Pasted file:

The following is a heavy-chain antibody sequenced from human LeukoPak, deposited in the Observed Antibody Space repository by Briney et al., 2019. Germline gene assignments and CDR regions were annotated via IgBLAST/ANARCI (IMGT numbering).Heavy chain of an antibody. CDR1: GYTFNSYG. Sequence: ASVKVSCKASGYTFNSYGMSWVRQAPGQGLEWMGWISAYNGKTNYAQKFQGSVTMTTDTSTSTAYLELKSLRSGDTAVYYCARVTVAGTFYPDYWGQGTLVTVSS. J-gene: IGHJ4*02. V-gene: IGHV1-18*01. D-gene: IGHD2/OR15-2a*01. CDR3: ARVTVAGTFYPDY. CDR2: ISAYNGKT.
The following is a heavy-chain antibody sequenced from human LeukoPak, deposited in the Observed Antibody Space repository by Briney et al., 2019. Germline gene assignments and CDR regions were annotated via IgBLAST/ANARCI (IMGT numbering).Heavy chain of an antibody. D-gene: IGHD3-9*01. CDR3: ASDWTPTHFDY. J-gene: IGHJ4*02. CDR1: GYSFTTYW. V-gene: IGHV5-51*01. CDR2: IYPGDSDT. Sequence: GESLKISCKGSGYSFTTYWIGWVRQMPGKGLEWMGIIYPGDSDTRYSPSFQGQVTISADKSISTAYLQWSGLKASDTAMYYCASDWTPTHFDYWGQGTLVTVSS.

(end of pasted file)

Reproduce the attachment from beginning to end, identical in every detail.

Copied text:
The following is a heavy-chain antibody sequenced from human LeukoPak, deposited in the Observed Antibody Space repository by Briney et al., 2019. Germline gene assignments and CDR regions were annotated via IgBLAST/ANARCI (IMGT numbering).Heavy chain of an antibody. CDR1: GYTFNSYG. Sequence: ASVKVSCKASGYTFNSYGMSWVRQAPGQGLEWMGWISAYNGKTNYAQKFQGSVTMTTDTSTSTAYLELKSLRSGDTAVYYCARVTVAGTFYPDYWGQGTLVTVSS. J-gene: IGHJ4*02. V-gene: IGHV1-18*01. D-gene: IGHD2/OR15-2a*01. CDR3: ARVTVAGTFYPDY. CDR2: ISAYNGKT.
The following is a heavy-chain antibody sequenced from human LeukoPak, deposited in the Observed Antibody Space repository by Briney et al., 2019. Germline gene assignments and CDR regions were annotated via IgBLAST/ANARCI (IMGT numbering).Heavy chain of an antibody. D-gene: IGHD3-9*01. CDR3: ASDWTPTHFDY. J-gene: IGHJ4*02. CDR1: GYSFTTYW. V-gene: IGHV5-51*01. CDR2: IYPGDSDT. Sequence: GESLKISCKGSGYSFTTYWIGWVRQMPGKGLEWMGIIYPGDSDTRYSPSFQGQVTISADKSISTAYLQWSGLKASDTAMYYCASDWTPTHFDYWGQGTLVTVSS.